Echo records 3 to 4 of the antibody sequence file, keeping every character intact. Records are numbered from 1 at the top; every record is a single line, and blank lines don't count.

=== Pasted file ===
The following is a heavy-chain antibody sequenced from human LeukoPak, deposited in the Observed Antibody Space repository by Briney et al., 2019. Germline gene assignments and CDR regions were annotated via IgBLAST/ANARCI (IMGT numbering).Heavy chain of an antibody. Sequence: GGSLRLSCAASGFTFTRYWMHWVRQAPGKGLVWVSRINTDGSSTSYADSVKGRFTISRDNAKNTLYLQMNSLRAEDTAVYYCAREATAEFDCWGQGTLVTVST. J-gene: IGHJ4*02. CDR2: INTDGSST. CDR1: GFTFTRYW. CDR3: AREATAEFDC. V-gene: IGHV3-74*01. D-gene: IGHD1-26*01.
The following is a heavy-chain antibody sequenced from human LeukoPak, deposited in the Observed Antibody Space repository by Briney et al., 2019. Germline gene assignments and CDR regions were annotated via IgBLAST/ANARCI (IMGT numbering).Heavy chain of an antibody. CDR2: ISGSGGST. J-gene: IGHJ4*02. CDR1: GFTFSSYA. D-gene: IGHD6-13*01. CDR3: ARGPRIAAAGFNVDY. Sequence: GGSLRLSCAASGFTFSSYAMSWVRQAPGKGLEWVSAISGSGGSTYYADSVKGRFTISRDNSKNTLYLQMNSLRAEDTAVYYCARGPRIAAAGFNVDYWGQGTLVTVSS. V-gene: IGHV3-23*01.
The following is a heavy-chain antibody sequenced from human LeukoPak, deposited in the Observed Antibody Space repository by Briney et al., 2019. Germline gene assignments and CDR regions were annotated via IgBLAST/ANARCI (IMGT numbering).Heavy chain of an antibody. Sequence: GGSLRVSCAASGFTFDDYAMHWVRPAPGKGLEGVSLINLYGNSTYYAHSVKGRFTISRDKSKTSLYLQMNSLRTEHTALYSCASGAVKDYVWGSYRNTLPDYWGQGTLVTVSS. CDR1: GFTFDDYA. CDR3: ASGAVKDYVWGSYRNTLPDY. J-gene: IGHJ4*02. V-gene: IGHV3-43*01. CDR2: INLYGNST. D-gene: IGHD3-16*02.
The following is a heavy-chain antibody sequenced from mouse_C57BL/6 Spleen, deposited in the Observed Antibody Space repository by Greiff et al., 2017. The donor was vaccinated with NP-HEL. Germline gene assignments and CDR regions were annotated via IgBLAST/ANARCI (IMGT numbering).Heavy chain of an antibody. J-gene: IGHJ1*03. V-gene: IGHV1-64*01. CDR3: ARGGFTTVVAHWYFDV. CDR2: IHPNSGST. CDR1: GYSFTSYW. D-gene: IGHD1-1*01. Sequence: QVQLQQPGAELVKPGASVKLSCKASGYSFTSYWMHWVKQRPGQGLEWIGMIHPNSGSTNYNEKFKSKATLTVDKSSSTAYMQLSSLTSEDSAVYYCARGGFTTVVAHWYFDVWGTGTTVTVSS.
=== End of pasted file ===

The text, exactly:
The following is a heavy-chain antibody sequenced from human LeukoPak, deposited in the Observed Antibody Space repository by Briney et al., 2019. Germline gene assignments and CDR regions were annotated via IgBLAST/ANARCI (IMGT numbering).Heavy chain of an antibody. Sequence: GGSLRVSCAASGFTFDDYAMHWVRPAPGKGLEGVSLINLYGNSTYYAHSVKGRFTISRDKSKTSLYLQMNSLRTEHTALYSCASGAVKDYVWGSYRNTLPDYWGQGTLVTVSS. CDR1: GFTFDDYA. CDR3: ASGAVKDYVWGSYRNTLPDY. J-gene: IGHJ4*02. V-gene: IGHV3-43*01. CDR2: INLYGNST. D-gene: IGHD3-16*02.
The following is a heavy-chain antibody sequenced from mouse_C57BL/6 Spleen, deposited in the Observed Antibody Space repository by Greiff et al., 2017. The donor was vaccinated with NP-HEL. Germline gene assignments and CDR regions were annotated via IgBLAST/ANARCI (IMGT numbering).Heavy chain of an antibody. J-gene: IGHJ1*03. V-gene: IGHV1-64*01. CDR3: ARGGFTTVVAHWYFDV. CDR2: IHPNSGST. CDR1: GYSFTSYW. D-gene: IGHD1-1*01. Sequence: QVQLQQPGAELVKPGASVKLSCKASGYSFTSYWMHWVKQRPGQGLEWIGMIHPNSGSTNYNEKFKSKATLTVDKSSSTAYMQLSSLTSEDSAVYYCARGGFTTVVAHWYFDVWGTGTTVTVSS.